The Marclab for Connectomics is off to RD2018 and ISER 2018 in Killarney, Ireland and Belfast, Northern Ireland. I’ll be organizing sessions on retinal degeneration, and I’m tremendously proud of the work Dr. Crystal Sigulinsky will be presenting from her work on gap junctional connectivity in retinal degenerations and the work Dr. Rebecca Pfeiffer (@BeccaPfeiffer19) will be presenting on her work on the retinal pathoconnectome in two talks on bipolar cells and Müller cells.
This abstract was presented at the 2014 FASEB Summer Research Conference in Saxtons River, Vermont by J. Scott Lauritzen, Crystal L. Sigulinsky, Noah T. Nelson, Nathan R. Sherbotie, Danny P. Emrich, Rebecca L. Pfeiffer, Jefferson R. Brown, John V. Hoang, Joshua M. Dudleston, Carl B. Watt, Kevin Rapp, Marguerite V. Shaw, Jia-Hui Yang, James R. Anderson, Bryan W. Jones and Robert E. Marc.
Purpose: Functional mapping in tiger salamander shows that bipolar cell (BC) projective fields far exceed their axonal fields, and directly implicates wide-field GABAergic amacrine cells (wf γACs) and gap junctions (Asari & Meister, 2014). Strikingly, single BCs exert differential effects on functionally distinct ganglion cells (GCs), likely achieved by privatized amacrine cell (AC) presynaptic inhibition to specific BC-GC synaptic pairs (Asari & Meister, 2012). To address whether BC projective fields in the mammal are equally broad, wf γAC- and gap junction-dependent, and GC type unselective, we reconstructed all electrical and chemical synaptic partners of a single ON cone BC in the inner plexiform layer of the rabbit retina, and searched BC-GC synaptic pairs for differential synaptic inhibition.
Methods: Cells in retinal connectome 1 (RC1) were annotated with Viking viewer, and explored via connectivity visualizations and 3D rendering (Anderson et al., 2011). Small molecule signals embedded in RC1, e.g. GABA, glycine, and L-glutamate, combined with morphological reconstruction and connectivity analysis allow robust cell classification. We used the MacNeil et al. (2004) rabbit BC classification scheme.
Results: CBb5w 593 is one of 20 ON cone BCs of this class in RC1. This CBb5w is presynaptic to 17 distinct GCs and 262 AC processes, and postsynaptic to 228 AC processes. The majority of these ACs are wf γACs. We estimate this BC forms synapses with 50 unique ACs. Asari & Meister (2014) found that single bipolar cell projective fields range up to 1 mm, far beyond a BC axonal field, and differentially drive multiple classes of GC. We discovered BC-BC within- and cross-class coupling and lateral inhibition that construct sign-conserving and sign-inverting projective fields to many distinct ganglion cell classes across the entire 0.25 mm diameter of RC1, much greater than a 60 µm BC axonal field. Cross-class projections access a broader set of GCs than expected from in-class projections alone. The BC-BC coupling is independent of BC-AII AC coupling. 94% of the CBb5w 593 BC-GC synaptic pairs receive feedback inhibition within the varicosity of the ribbon, but the number of feedback synapses is highly variable (coefficient of variation = 0.81). 35% of the BC-GC pairs receive feedforward inhibition within 2 microns of the postsynaptic density.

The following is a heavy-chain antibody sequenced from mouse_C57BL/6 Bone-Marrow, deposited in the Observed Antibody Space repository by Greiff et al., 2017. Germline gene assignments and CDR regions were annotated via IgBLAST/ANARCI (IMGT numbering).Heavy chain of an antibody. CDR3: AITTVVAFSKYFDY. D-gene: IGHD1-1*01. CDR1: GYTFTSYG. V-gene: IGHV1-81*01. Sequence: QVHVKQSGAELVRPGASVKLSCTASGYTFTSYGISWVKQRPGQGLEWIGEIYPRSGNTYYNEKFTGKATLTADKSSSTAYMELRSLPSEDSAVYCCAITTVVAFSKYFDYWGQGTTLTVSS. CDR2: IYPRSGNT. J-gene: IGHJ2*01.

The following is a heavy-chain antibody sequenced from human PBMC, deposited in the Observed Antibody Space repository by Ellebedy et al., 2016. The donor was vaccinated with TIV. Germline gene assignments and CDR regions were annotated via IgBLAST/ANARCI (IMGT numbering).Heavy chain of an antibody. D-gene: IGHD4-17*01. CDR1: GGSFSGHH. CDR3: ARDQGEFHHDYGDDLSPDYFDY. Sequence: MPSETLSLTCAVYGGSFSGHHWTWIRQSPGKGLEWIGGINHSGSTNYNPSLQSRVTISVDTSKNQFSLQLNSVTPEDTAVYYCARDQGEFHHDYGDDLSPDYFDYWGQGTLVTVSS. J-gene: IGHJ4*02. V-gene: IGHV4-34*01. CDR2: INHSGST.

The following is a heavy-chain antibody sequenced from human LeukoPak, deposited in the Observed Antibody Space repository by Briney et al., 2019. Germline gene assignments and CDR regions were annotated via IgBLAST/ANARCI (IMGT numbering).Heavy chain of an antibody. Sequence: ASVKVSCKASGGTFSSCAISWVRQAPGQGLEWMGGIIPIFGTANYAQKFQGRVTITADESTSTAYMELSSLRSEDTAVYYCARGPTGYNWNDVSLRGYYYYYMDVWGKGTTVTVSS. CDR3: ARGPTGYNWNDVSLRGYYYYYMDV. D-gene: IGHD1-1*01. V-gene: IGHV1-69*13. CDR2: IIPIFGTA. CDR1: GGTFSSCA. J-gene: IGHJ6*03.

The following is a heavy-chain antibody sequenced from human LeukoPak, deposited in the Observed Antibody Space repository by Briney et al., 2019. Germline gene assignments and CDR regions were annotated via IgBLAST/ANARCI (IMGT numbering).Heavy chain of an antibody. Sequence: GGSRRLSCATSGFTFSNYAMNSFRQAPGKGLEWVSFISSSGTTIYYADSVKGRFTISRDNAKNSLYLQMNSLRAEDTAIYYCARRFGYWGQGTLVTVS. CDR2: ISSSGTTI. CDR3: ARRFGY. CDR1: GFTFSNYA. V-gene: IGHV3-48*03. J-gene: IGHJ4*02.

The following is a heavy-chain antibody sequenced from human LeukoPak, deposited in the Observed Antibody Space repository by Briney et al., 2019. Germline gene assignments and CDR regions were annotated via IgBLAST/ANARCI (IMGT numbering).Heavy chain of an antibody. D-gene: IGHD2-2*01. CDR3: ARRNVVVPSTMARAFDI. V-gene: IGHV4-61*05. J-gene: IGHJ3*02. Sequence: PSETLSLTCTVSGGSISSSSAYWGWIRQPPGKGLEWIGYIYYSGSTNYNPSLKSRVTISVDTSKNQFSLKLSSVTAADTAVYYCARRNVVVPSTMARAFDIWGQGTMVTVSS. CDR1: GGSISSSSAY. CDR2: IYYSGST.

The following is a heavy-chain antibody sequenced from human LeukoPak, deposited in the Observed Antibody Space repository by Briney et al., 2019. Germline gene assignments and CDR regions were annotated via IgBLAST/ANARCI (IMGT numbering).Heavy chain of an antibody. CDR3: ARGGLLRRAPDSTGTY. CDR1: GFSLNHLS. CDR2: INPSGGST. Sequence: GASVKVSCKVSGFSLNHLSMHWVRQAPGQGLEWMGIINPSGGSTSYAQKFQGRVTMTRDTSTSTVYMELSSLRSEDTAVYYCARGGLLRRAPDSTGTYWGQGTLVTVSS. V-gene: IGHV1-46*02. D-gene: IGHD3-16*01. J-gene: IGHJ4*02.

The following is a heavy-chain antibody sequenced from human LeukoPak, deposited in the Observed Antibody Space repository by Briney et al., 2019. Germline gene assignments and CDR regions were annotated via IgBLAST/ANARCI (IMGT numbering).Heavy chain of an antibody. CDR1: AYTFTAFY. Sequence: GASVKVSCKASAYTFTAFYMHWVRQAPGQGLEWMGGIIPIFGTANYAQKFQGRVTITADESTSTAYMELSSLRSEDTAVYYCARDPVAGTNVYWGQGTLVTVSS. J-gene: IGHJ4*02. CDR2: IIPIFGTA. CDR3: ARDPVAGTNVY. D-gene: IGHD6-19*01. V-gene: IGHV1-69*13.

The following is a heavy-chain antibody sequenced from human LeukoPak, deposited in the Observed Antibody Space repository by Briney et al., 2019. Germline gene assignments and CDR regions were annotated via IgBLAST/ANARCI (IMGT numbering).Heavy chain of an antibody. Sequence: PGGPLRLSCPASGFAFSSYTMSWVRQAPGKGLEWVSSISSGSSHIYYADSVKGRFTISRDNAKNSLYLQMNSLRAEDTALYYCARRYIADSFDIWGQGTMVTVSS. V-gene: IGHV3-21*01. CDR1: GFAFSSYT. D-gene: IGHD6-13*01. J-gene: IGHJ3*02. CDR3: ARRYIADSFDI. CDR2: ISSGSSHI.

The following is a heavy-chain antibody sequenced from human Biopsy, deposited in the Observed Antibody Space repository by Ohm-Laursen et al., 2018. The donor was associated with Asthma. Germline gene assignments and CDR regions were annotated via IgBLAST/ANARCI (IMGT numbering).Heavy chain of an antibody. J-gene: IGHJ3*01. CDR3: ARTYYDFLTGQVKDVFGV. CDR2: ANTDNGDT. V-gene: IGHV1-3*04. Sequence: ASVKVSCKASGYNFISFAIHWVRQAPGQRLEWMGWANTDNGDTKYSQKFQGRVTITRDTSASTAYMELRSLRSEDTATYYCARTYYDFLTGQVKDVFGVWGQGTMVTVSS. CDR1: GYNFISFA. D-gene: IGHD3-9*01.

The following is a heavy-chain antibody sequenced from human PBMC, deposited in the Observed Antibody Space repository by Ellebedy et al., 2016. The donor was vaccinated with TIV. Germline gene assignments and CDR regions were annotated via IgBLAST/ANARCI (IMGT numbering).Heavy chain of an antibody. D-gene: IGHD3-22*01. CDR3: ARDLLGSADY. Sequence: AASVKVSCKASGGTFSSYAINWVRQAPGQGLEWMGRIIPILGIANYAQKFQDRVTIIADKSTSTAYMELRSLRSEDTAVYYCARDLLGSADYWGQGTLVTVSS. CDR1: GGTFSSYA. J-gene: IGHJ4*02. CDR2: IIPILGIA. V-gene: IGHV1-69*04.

Conclusions: Mammalian BCs use novel cross-class topologies to distribute signals to a wide range of GCs and establish projective fields similar to those discovered in non-mammalian species. BC-BC within- and cross-class coupling and lateral inhibition via wf γACs establish sign-conserving and sign-inverting projective fields, respectively, up to 1 mm diameters. BC-GC synaptic pairs overwhelmingly employ feedback vs. feedforward inhibition to modulate signaling, and the numbers of feedback synapses are highly variable across these pairs, accounting for privatized and differential GC responses to the same BC drive.
We have a new publication, Retinal connectomics: Toward complete, accurate networks in Progress in Retinal and Eye Research. Authors are: Robert E. Marc, Bryan W. Jones, Carl B. Watt, Crystal Sigulinsky, James R. Anderson and J. Scott Lauritzen.
Connectomics is a strategy for mapping complex neural networks based on high-speed automated electron optical imaging, computational assembly of neural data volumes, web-based navigational tools to explore 1012-1015 byte (terabyte to petabyte) image volumes, and annotation and markup tools to convert images into rich networks with cellular metadata. These collections of network data and associated metadata, analyzed using tools from graph theory and classification theory, can be merged with classical systems theory, giving a more completely parameterized view of how biologic information processing systems are implemented in retina and brain. Networks have two separable features: topology and connection attributes. The first findings from connectomics strongly validate the idea that the topologies complete retinal networks are far more complex than the simple schematics that emerged from classical anatomy. In particular, connectomics has permitted an aggressive refactoring of the retinal inner plexiform layer, demonstrating that network function cannot be simply inferred from stratification; exposing the complex geometric rules for inserting different cells into a shared network; revealing unexpected bidirectional signaling pathways between mammalian rod and cone systems; documenting selective feedforward systems, novel candidate signaling architectures, new coupling motifs, and the highly complex architecture of the mammalian AII amacrine cell. This is but the beginning, as the underlying principles of connectomics are readily transferrable to non-neural cell complexes and provide new contexts for assessing intercellular communication.